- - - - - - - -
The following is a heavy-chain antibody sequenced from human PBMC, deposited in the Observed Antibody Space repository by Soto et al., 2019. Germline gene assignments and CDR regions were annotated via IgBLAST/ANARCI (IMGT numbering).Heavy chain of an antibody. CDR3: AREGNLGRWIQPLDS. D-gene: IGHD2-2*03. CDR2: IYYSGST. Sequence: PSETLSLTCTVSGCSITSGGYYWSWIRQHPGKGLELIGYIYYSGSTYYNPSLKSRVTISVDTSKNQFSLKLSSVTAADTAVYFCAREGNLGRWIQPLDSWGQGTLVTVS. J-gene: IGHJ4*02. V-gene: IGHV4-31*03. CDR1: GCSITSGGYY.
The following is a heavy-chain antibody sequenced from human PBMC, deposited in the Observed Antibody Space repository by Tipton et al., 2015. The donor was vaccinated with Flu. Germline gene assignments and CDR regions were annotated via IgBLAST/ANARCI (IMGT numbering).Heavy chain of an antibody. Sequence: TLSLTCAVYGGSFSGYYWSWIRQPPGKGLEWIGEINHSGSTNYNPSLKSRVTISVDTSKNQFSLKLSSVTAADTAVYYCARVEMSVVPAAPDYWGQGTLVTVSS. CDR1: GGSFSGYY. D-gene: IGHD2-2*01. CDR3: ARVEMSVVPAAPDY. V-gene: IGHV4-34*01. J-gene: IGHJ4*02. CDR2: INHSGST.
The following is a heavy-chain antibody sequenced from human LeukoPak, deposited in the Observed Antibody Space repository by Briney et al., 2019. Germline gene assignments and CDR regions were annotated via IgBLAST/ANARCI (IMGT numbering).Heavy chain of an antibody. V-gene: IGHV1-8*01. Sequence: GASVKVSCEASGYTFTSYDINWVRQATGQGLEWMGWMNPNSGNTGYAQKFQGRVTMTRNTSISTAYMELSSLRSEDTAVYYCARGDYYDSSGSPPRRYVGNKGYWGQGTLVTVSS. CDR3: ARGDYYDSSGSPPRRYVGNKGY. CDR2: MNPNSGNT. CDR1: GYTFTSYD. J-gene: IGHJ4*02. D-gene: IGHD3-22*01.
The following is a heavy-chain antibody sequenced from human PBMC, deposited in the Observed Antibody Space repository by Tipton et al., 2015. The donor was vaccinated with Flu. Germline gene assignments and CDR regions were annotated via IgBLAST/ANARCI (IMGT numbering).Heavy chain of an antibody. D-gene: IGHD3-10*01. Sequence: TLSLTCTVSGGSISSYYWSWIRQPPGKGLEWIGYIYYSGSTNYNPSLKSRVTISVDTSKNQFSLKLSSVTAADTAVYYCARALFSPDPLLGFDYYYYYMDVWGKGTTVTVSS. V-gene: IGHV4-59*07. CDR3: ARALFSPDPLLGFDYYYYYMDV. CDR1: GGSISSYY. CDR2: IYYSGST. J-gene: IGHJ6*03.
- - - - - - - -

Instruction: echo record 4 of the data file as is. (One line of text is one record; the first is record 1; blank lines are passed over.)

The following is a heavy-chain antibody sequenced from human PBMC, deposited in the Observed Antibody Space repository by Tipton et al., 2015. The donor was vaccinated with Flu. Germline gene assignments and CDR regions were annotated via IgBLAST/ANARCI (IMGT numbering).Heavy chain of an antibody. D-gene: IGHD3-10*01. Sequence: TLSLTCTVSGGSISSYYWSWIRQPPGKGLEWIGYIYYSGSTNYNPSLKSRVTISVDTSKNQFSLKLSSVTAADTAVYYCARALFSPDPLLGFDYYYYYMDVWGKGTTVTVSS. V-gene: IGHV4-59*07. CDR3: ARALFSPDPLLGFDYYYYYMDV. CDR1: GGSISSYY. CDR2: IYYSGST. J-gene: IGHJ6*03.